On Nov. 1, the National Assessment of Educational Progress (NAEP) released the 2011 reading scores for fourth and eighth-graders.
The results: Roughly two-thirds of students are not proficient in reading. Scoring at the basic and below basic levels, these students can’t interpret the meaning of a word as it is used in context, locate relevant information, make simple inferences or use their understanding of the text to identify details that support a particular interpretation or conclusion.
Especially in our current economy, students must not only learn to read but also read to learn. Without strong reading skills, our children cannot reach their full potential or pursue their dreams. Ultimately, this impacts our economic prosperity and national health. Low academic achievement causes financial instability for families, contributes to a drain on social services, leads to a workforce unable to fill high-skill jobs and results in a smaller tax base.
In turn, the cycle then repeats itself: Of the 93 million adults in the U.S. functioning at or below basic levels of literacy, 30 million are the parents or primary caregivers of children under age 9. The multigenerational impact is illustrated in the recent NAEP scores.
But let’s not be discouraged. Instead, let’s first recognize the innovative ideas that organizations, teachers, parents and students themselves are implementing every day to help raise reading proficiency levels – and encourage more of it. Teachers, parents and policymakers must work together to build an ecosystem for learning – one that relies less on quick-fix fads of the moment and more on building a sustainable educational environment for multiple generations.
Better scores start at home: A thriving ecosystem must revolve around its most longstanding component – the family – as the best way to nurture success. We often don’t talk enough about the importance of getting our children excited about learning on a daily basis. Unsurprisingly, the NAEP scores show children who read for fun almost every day scored significantly higher than their peers who did not.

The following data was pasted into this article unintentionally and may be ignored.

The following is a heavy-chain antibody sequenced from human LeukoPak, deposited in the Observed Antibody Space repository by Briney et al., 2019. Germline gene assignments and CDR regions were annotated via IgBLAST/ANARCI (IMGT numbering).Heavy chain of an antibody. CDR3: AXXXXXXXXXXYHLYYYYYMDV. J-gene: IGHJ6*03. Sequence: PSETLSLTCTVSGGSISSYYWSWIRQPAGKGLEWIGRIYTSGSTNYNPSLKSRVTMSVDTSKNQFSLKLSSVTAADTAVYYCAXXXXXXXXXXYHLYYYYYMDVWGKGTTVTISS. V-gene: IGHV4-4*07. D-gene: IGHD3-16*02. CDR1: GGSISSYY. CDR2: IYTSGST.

However, our nation can’t rely on testing or any other single intervention as the silver bullet. Let’s remove the adult philosophy that focuses solely on test scores and instead focus on developing a love for learning by presenting children with subjects that they’re interested in learning about.
Wonderopolis.org is a great example of a resource that helps to encourage learning through reading. Instead of focusing on literacy for literacy’s sake, Wonderopolis develops an ongoing sense of wonder to instill a lifelong love for learning. Through the site, a student, family or teacher can access a “Wonder of the Day” each and every day – for free. Not only will they learn intriguing facts, but they’ll also be exposed to new vocabulary and can interact through popular social media tools with someone who encourages their passion for learning.
There are so many resources like Wonderopolis available to parents looking for ways to stimulate learning at home with their children. Even a few minutes a day engaging in reading together and other activities that build a passion for learning will make a huge difference. These activities can also help parents build their literacy skills and better support their children’s formal education.
A child can advance rapidly when they have the motivation and support of teachers, family and community. To change the reading scores on the Nation’s Report Card, we need to step away from statistics and bring solutions back to the roots of learning inside the home so that the children we love are exposed to the opportunities they need to explore and grow intellectually. Then, together, we can generate a huge uptick in these numbers and reverse national illiteracy rates.
Emily Kirkpatrick is the vice president of the National Center for Family Literacy.
All statements and opinions expressed on this blog are those of the individual contributors, and not of the Bill & Melinda Gates Foundation or NBC News.